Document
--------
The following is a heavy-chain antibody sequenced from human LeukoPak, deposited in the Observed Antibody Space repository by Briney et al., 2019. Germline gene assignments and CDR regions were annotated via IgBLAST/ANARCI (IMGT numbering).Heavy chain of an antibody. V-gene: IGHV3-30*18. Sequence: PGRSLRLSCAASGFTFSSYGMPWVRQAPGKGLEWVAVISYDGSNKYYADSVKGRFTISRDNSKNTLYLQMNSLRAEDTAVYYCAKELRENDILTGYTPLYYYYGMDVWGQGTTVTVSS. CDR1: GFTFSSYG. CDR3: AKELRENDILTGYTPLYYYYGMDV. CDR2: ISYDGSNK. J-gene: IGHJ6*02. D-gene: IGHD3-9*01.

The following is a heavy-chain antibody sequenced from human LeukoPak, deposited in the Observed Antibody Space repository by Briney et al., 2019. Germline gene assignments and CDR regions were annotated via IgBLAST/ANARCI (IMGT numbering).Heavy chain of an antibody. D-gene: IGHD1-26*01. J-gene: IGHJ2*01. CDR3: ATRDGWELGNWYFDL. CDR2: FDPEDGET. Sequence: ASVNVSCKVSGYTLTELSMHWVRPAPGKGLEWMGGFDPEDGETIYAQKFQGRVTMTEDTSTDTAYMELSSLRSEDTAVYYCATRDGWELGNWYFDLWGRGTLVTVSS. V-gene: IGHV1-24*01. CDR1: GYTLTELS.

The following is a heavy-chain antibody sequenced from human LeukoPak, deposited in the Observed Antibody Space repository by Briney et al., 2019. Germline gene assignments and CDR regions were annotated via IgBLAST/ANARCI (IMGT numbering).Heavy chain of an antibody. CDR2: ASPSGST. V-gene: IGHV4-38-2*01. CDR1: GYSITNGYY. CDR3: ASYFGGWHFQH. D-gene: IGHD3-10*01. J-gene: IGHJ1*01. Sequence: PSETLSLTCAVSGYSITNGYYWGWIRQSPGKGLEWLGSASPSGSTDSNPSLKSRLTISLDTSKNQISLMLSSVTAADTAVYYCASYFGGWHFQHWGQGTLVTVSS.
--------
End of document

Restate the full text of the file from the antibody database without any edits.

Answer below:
The following is a heavy-chain antibody sequenced from human LeukoPak, deposited in the Observed Antibody Space repository by Briney et al., 2019. Germline gene assignments and CDR regions were annotated via IgBLAST/ANARCI (IMGT numbering).Heavy chain of an antibody. V-gene: IGHV3-30*18. Sequence: PGRSLRLSCAASGFTFSSYGMPWVRQAPGKGLEWVAVISYDGSNKYYADSVKGRFTISRDNSKNTLYLQMNSLRAEDTAVYYCAKELRENDILTGYTPLYYYYGMDVWGQGTTVTVSS. CDR1: GFTFSSYG. CDR3: AKELRENDILTGYTPLYYYYGMDV. CDR2: ISYDGSNK. J-gene: IGHJ6*02. D-gene: IGHD3-9*01.

The following is a heavy-chain antibody sequenced from human LeukoPak, deposited in the Observed Antibody Space repository by Briney et al., 2019. Germline gene assignments and CDR regions were annotated via IgBLAST/ANARCI (IMGT numbering).Heavy chain of an antibody. D-gene: IGHD1-26*01. J-gene: IGHJ2*01. CDR3: ATRDGWELGNWYFDL. CDR2: FDPEDGET. Sequence: ASVNVSCKVSGYTLTELSMHWVRPAPGKGLEWMGGFDPEDGETIYAQKFQGRVTMTEDTSTDTAYMELSSLRSEDTAVYYCATRDGWELGNWYFDLWGRGTLVTVSS. V-gene: IGHV1-24*01. CDR1: GYTLTELS.

The following is a heavy-chain antibody sequenced from human LeukoPak, deposited in the Observed Antibody Space repository by Briney et al., 2019. Germline gene assignments and CDR regions were annotated via IgBLAST/ANARCI (IMGT numbering).Heavy chain of an antibody. CDR2: ASPSGST. V-gene: IGHV4-38-2*01. CDR1: GYSITNGYY. CDR3: ASYFGGWHFQH. D-gene: IGHD3-10*01. J-gene: IGHJ1*01. Sequence: PSETLSLTCAVSGYSITNGYYWGWIRQSPGKGLEWLGSASPSGSTDSNPSLKSRLTISLDTSKNQISLMLSSVTAADTAVYYCASYFGGWHFQHWGQGTLVTVSS.